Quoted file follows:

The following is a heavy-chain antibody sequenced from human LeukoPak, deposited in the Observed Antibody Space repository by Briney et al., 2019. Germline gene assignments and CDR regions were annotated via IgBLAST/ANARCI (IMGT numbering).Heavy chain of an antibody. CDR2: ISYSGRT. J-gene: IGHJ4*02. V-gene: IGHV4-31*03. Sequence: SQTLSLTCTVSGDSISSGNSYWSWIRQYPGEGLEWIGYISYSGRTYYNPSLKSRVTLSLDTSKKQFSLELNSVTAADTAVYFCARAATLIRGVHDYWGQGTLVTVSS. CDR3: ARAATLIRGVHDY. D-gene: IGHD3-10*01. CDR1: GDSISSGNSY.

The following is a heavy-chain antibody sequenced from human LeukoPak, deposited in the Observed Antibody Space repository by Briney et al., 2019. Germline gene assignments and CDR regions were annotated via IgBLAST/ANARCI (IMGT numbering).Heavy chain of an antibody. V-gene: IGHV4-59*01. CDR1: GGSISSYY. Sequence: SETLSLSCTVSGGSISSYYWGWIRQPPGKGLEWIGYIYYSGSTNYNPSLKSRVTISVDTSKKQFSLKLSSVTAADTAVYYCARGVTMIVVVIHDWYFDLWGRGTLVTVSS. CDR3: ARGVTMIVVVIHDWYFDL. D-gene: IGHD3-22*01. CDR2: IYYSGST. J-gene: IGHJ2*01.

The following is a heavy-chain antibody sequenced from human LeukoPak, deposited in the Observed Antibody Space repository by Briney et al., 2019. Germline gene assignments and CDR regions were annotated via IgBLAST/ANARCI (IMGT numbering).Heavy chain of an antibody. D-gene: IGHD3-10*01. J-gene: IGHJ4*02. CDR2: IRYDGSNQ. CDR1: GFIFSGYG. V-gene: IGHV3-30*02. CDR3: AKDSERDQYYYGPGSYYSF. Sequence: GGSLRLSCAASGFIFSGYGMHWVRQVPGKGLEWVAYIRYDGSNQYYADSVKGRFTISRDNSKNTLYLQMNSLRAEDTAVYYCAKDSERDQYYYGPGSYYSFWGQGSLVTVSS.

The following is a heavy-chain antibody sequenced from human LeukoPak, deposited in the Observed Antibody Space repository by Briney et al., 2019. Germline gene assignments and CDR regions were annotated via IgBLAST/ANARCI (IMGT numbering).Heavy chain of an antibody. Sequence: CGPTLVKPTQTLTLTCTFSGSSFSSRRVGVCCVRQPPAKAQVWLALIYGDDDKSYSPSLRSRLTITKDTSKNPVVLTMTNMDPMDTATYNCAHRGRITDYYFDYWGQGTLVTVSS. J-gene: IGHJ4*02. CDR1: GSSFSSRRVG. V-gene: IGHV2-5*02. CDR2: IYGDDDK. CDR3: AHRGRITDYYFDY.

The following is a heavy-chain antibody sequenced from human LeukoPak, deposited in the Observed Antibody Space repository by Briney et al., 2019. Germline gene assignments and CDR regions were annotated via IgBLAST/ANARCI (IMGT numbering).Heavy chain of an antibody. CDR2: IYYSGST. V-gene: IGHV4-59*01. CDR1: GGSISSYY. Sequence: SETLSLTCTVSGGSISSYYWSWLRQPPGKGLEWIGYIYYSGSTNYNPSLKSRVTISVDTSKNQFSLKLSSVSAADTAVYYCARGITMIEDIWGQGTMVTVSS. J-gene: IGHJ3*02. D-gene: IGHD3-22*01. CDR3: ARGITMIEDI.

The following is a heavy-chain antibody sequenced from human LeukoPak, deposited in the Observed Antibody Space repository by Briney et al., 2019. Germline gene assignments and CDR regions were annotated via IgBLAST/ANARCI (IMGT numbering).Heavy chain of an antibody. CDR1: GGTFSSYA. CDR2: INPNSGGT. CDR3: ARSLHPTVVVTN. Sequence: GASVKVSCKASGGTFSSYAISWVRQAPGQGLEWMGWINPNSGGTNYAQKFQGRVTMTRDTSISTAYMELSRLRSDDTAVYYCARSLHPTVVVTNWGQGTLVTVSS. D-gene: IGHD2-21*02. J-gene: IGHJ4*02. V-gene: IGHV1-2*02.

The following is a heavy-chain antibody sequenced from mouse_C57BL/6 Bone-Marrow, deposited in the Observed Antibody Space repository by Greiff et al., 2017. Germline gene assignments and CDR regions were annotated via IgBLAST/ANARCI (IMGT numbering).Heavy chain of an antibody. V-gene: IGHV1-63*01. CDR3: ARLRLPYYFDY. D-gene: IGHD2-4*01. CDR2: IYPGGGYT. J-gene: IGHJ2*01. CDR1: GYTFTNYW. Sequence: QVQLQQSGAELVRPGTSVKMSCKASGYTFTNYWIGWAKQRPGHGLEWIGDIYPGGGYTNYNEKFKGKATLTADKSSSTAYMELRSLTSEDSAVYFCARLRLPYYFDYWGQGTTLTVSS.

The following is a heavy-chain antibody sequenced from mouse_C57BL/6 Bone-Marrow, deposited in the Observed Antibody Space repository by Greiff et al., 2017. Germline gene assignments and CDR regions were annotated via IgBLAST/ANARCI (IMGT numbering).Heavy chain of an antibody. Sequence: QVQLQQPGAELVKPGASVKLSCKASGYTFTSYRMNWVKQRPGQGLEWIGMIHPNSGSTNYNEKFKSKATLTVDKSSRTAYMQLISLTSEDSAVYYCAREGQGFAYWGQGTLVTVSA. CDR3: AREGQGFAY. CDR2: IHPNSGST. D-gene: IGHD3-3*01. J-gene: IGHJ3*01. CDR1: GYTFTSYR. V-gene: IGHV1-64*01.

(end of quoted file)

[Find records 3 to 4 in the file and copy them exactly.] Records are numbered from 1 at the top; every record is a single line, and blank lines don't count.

The following is a heavy-chain antibody sequenced from human LeukoPak, deposited in the Observed Antibody Space repository by Briney et al., 2019. Germline gene assignments and CDR regions were annotated via IgBLAST/ANARCI (IMGT numbering).Heavy chain of an antibody. D-gene: IGHD3-10*01. J-gene: IGHJ4*02. CDR2: IRYDGSNQ. CDR1: GFIFSGYG. V-gene: IGHV3-30*02. CDR3: AKDSERDQYYYGPGSYYSF. Sequence: GGSLRLSCAASGFIFSGYGMHWVRQVPGKGLEWVAYIRYDGSNQYYADSVKGRFTISRDNSKNTLYLQMNSLRAEDTAVYYCAKDSERDQYYYGPGSYYSFWGQGSLVTVSS.

The following is a heavy-chain antibody sequenced from human LeukoPak, deposited in the Observed Antibody Space repository by Briney et al., 2019. Germline gene assignments and CDR regions were annotated via IgBLAST/ANARCI (IMGT numbering).Heavy chain of an antibody. Sequence: CGPTLVKPTQTLTLTCTFSGSSFSSRRVGVCCVRQPPAKAQVWLALIYGDDDKSYSPSLRSRLTITKDTSKNPVVLTMTNMDPMDTATYNCAHRGRITDYYFDYWGQGTLVTVSS. J-gene: IGHJ4*02. CDR1: GSSFSSRRVG. V-gene: IGHV2-5*02. CDR2: IYGDDDK. CDR3: AHRGRITDYYFDY.